Angelo  NILP_Board  policy  Science  Methodology  Pol._185  political_science  politics 
9 days ago by Jibarosoy
Why Your Design Sprints Always End in Tears (ONE Design Community)
Shaun Archer из Capital ONE описывает типовые проблемы при планировании и проведении дизайн-спринтов.
UX  sprints  issue  problems  methodology 
11 days ago by jvetrau
Surrogate endpoints in oncology: when are they acceptable for regulatory and clinical decisions, and are they currently overused? | BMC Medicine | Full Text
Surrogate outcomes are not intrinsically beneficial to patients, but are designed to be easier and faster to measure than clinically meaningful outcomes. The use of surrogates as an endpoint in clinical trials and basis for regulatory approval is common, and frequently exceeds the guidance given by regulatory bodies.
healthcare  cancer  trial  evaluation  methodology  metrics 
12 days ago by PieroRivizzigno
The New Ethnographer – a space for sharing and analysing the contemporary challenges of anthropological research
We are the new ethnographers. All of the contributors to this blog are by researchers in the midst of, or who have recently completed fieldwork. All of us have navigated complex, challenging encounters in the process. Crucially, few of us have received adequate support, guidance or solidarity from supervisors or institutions.

We did not embark on fieldwork without some trepidation, and in some cases the process of conducting risk assessments and ethics clearance creates enough space to think through what the challenges of fieldwork might entail.  Indeed, junior scholars often seek out controversial, proverbially uncharted territories for their doctoral fieldwork, aware of the ever-shrinking job market and the need to have a topic that stands out from the crowd. But in our experience, and indeed as evidence suggests (see Pollard 2009), University risk assessments and ethics procedures are often seen by both doctoral students and their supervisors as hoops to jump through rather than meaningful exercises. It’s always tricky to get ethnographic fieldwork signed off; Only tell them what they need to know; You don’t want them to stop you from doing it. Words to this effect are words that many of us were told before beginning fieldwork. Furthermore, we are asked to rely on data far removed from our projects before we leave for the field, such as our national Foreign Office reports or news briefings that often do not reflect the real political situations on the ground .

Our point of departure here is to ask why it is that academic institutions are seemingly so unwilling to engage with these challenges critically, supportively, constructively – frankly, unwilling to engage at all. We are among many of our peers whose challenges have been met with a quite literal silence from our institutions. We find support and solidarity among our friends and peers, in the field and at home, none of whom are ‘qualified’ to really help us navigate these issues with the weight of the academy in mind. Nor is it their job to do so. Often supervisors are instructed to direct any “emotional” or “health related” concerns to university counselling staff or healthcare professions, to protect themselves for legal reasons.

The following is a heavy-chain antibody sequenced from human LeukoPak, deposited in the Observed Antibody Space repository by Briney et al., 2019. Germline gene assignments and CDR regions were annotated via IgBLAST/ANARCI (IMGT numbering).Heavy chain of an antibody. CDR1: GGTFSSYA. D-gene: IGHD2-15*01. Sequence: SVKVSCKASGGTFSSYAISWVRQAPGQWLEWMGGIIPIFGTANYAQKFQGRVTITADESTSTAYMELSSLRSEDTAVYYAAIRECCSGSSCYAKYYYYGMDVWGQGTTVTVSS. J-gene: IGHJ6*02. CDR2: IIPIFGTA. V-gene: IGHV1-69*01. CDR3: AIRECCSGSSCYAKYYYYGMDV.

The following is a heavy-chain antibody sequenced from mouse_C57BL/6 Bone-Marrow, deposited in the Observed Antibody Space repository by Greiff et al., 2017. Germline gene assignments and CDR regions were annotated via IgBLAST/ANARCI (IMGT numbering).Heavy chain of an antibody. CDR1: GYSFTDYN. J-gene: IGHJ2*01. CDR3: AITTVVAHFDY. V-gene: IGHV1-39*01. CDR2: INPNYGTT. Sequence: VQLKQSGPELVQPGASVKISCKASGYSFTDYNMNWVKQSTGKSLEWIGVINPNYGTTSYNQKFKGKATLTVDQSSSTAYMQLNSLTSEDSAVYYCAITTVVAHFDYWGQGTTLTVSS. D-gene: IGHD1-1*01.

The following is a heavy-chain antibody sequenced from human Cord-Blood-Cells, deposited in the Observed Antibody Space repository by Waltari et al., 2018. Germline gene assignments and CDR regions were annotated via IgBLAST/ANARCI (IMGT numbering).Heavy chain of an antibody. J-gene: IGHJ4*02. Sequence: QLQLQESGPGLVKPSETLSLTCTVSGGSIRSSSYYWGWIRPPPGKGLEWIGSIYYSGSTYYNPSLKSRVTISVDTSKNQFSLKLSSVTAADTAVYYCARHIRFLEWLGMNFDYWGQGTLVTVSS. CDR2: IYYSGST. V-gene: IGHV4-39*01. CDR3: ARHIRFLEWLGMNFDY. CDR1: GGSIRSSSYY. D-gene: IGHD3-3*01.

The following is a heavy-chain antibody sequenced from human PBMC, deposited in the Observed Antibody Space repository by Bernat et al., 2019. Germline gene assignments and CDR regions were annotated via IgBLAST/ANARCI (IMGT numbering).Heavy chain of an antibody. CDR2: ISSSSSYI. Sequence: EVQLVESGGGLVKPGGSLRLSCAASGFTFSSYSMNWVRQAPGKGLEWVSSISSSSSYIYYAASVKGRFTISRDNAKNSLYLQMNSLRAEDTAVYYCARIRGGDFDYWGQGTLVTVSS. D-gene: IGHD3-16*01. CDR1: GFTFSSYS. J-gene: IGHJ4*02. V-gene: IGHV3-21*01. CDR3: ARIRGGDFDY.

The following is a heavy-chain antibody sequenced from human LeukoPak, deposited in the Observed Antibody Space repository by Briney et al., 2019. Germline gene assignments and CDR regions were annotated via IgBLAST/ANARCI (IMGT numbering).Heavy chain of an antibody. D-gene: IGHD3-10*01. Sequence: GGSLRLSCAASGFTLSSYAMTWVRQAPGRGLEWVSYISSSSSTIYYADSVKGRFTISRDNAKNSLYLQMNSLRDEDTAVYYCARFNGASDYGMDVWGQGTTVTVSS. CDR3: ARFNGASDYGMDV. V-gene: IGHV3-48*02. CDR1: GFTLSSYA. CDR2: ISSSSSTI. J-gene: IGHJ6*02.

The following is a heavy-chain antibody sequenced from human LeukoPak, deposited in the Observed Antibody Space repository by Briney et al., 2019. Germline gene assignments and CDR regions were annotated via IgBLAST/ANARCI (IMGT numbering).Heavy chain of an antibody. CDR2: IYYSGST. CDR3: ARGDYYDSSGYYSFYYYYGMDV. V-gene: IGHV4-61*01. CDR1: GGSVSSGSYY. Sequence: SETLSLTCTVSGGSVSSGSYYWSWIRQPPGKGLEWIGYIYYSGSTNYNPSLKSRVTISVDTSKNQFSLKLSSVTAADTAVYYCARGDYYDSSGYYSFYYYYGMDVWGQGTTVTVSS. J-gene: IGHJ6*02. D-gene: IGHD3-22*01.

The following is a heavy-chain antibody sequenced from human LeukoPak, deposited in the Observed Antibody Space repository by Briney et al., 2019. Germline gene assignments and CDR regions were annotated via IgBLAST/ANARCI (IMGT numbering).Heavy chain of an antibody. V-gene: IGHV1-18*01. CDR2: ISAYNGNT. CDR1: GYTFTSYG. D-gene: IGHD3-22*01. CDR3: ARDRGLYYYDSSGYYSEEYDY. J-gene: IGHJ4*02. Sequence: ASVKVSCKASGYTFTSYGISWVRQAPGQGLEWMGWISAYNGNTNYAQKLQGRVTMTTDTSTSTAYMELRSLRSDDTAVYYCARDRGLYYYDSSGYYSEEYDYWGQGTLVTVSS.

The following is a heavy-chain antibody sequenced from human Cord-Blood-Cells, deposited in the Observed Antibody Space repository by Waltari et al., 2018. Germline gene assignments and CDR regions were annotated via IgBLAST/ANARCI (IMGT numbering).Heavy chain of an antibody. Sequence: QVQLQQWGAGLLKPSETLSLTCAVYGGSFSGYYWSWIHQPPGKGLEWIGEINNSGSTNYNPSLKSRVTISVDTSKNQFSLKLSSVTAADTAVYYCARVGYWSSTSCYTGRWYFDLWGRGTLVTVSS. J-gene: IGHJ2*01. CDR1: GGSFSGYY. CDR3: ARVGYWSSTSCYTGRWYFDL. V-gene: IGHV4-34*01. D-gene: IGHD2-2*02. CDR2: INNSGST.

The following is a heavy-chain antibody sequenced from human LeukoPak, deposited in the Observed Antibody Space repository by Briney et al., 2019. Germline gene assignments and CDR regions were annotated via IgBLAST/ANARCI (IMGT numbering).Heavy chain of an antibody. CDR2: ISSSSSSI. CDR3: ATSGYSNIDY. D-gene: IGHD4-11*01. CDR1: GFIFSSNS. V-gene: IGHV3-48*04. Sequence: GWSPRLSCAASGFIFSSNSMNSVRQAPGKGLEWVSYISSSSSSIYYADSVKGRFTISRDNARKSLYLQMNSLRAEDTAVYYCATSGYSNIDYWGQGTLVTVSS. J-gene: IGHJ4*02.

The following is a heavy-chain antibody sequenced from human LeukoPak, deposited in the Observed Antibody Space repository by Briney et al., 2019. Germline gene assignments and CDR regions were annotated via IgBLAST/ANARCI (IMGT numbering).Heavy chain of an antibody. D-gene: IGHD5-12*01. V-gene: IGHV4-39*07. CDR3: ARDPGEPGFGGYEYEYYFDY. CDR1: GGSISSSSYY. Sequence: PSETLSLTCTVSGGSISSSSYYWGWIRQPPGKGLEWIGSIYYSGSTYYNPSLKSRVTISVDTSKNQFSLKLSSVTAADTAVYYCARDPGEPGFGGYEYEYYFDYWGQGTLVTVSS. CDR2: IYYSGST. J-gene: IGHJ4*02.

ethnography  methodology 
13 days ago by shannon_mattern
Richard Smith: Medical research—still a scandal - The BMJ
Twenty years ago this week the statistician Doug Altman published an editorial in the BMJ arguing that much medical research was of poor quality and misleading. In his editorial entitled, “The Scandal of Poor Medical Research,” Altman wrote that much research was “seriously flawed through the use of inappropriate designs, unrepresentative samples, small samples, incorrect methods of analysis, and faulty interpretation.” Twenty years later I fear that things are not better but worse.
medicine  argument  science  stats  methodology  read-later 
16 days ago by kmt
The English question: Young are less proud to be English - BBC News
The opinion poll was conducted by YouGov who questioned 20,081 people. The poll has a margin of error of plus or minus 1%.
The council level estimates shown in the search box above are based on the poll and a statistical procedure called multilevel regression and post-stratification or MRP. The technique produces estimates for small areas based on a limited amount of data. It uses the people from each local authority to predict that area's results, but to ensure that this small amount of data is representative of the wider population the estimates are balanced out using comparable data from the poll from the rest of the country and the census on the demographic make-up of the local authority in question. As with all models the figures are subject to uncertainty. The analysis was run by Dr Kevin Cunningham working with Dr Ian Warren of @ElectionData. More details on MRP are available from YouGov.
bbcvj  Englishness  dj  statistics  methodology 
16 days ago by paulbradshaw
[no title]
they make it clear that the murder rate varies greatly and that most of the variation is unlikely to be related to the execution rate, yet neither they nor the papers they discuss pay at- tention to modeling all this variation. They argue that this variation swamps death penalty deterrence effects and suggest that this makes estimating those effects hope- less.
methodology  econometrics  _classroom_  _RM_ 
16 days ago by JWMason